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by Shannon Penrod

Maybe it’s just me.  Maybe I’m crabbier than usual.  Maybe people are ruder. Or maybe my son has just improved to the point where it doesn’t occur to people that my son has Autism, but lately random people have been saying things to and about my son that just irk me. Image

First, it was the woman in a museum gift shop who sarcastically asked my son how old he was because we was playing with a toy that is meant for a much younger child. She then turned to me, rolled her eyes and said, “Really, Mom, how about some age appropriate toys?”  I didn’t snidely inform her that ages on toys are tied to development and all children do not develop at the same rate, nor should they be made to feel bad about that.  To be honest, I kind of froze.  I was so busy watching my son to see if he was going to get the sarcasm or understand what she was saying and be offended.

He didn’t, but it was because he and the nuerotypical friend he was with were having such a good time playing with the toys, they didn’t care. By the way, the nuerotypical boy, same age, didn’t pick up on the sarcasm either.   Still, I couldn’t just let it go, so when the boys were out of earshot I quietly took the woman’s supervisor aside and explained why she shouldn’t be making blanket assumptions about children’s abilities and interests. My comments were well received and I left feeling like the woman would be more aware before commenting again.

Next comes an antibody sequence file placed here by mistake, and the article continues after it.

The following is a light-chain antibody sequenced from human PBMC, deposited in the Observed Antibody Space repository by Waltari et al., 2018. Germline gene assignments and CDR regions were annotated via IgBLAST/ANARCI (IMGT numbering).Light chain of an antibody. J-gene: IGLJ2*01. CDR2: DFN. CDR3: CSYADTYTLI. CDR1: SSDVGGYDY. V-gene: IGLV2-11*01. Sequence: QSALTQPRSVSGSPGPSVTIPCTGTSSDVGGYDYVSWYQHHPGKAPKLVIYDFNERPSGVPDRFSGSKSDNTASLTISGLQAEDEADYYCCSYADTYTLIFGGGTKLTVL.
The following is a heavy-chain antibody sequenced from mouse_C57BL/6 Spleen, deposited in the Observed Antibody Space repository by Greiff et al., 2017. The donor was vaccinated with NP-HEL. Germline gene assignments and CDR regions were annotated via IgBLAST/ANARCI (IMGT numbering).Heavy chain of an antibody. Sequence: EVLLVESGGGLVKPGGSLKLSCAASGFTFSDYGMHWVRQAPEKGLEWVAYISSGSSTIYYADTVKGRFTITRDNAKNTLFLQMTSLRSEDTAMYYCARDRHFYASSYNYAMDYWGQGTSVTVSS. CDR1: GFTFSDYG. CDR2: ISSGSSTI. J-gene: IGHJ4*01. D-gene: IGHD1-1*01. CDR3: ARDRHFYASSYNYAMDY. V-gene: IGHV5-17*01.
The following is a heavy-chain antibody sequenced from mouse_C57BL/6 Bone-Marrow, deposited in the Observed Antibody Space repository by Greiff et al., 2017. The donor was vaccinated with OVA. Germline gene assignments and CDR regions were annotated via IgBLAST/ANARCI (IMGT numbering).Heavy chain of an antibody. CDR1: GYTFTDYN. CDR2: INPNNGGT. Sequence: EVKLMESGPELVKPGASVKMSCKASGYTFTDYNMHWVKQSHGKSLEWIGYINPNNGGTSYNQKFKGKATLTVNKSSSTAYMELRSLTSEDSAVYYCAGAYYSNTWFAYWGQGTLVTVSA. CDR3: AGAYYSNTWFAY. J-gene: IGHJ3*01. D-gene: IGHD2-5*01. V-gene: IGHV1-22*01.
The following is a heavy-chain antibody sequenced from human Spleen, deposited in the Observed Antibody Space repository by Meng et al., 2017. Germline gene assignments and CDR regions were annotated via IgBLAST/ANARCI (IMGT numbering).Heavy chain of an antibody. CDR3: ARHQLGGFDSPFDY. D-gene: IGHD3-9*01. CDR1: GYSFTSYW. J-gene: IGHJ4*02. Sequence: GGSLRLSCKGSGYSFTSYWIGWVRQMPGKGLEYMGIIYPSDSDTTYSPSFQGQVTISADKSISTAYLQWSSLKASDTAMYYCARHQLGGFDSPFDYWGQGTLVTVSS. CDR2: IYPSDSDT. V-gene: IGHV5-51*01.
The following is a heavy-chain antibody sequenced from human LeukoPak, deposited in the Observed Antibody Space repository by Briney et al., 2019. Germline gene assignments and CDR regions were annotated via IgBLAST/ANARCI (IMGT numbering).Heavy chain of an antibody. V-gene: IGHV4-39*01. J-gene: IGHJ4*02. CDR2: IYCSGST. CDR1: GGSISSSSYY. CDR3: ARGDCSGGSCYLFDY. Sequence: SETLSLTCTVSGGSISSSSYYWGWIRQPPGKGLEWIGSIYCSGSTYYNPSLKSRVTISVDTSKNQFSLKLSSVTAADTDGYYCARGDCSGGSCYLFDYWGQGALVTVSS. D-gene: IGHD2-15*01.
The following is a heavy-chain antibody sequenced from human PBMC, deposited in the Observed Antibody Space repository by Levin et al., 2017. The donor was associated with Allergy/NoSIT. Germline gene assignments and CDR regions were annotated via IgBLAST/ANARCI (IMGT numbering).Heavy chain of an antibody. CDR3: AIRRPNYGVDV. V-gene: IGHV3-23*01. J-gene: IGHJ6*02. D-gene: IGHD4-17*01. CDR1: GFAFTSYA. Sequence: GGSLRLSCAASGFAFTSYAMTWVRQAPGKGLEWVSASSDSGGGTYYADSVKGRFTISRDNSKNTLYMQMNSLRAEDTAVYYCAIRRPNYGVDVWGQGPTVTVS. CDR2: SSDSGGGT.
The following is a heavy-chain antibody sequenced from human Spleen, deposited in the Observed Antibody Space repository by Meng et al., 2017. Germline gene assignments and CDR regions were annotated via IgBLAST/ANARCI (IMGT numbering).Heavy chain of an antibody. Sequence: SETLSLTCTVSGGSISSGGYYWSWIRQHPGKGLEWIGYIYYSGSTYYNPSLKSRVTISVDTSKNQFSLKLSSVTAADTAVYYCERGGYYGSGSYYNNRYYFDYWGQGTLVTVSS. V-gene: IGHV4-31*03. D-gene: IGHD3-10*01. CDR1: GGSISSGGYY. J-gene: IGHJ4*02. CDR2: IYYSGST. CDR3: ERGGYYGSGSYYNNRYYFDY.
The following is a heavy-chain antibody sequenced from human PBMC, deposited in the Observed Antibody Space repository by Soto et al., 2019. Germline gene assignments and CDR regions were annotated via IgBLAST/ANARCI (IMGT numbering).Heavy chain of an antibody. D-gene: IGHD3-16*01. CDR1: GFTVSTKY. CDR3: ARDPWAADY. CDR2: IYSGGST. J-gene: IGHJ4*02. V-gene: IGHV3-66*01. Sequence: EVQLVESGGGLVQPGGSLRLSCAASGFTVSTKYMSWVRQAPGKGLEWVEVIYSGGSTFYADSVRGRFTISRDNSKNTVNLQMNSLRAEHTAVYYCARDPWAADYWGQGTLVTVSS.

Then I went to see a new Dr. the other day.  I picked up my son from school and scurried him into the car to get there on time.  I checked his token economy chart to see that he had done a great job in school for the day.  His focus was great, he didn’t need prompting and he stayed on task all day.  It was time for him to get a break and a reward.  In the waiting room of the Drs. office I handed him my phone and told him he could have some uninterrupted game time.  He had earned it.  Then I grabbed a magazine for myself and in doing so the entire magazine rack came off the wall and spilled 3 magazines on the floor.  My son looked up and went right back to playing.  Along comes the nurse to help me pick up the magazines and she starts in on the full sarcasm assault of my son.   

“Way to be aware.”  She says to him. 

Oh man.  Really?  Because the irony here is that she is the one who is not being very aware.  Yes.  In an ideal world, my son would have jumped up and helped me.  And believe me there are times when he does.  But he’s just spent 6 and half hours being aware at school.  His brain is on a much-needed vacation.  And instead of giving him a clear direction and saying, “Gee, I’ll bet your mom would really appreciate some help!”  She decides to be passive aggressive and throw some sarcasm his way.  Now he’s supposed to stop doing the thing he finds rewarding, listen to her, detect sarcasm, take stock of his behavior, notice what he did wrong and then change it.  That’s a lot to ask of any 10-year-old boy playing a video game after a long day at school, but for one with ASD it’s the equivalent of climbing Mount Everest.  Both my son and I ignored her.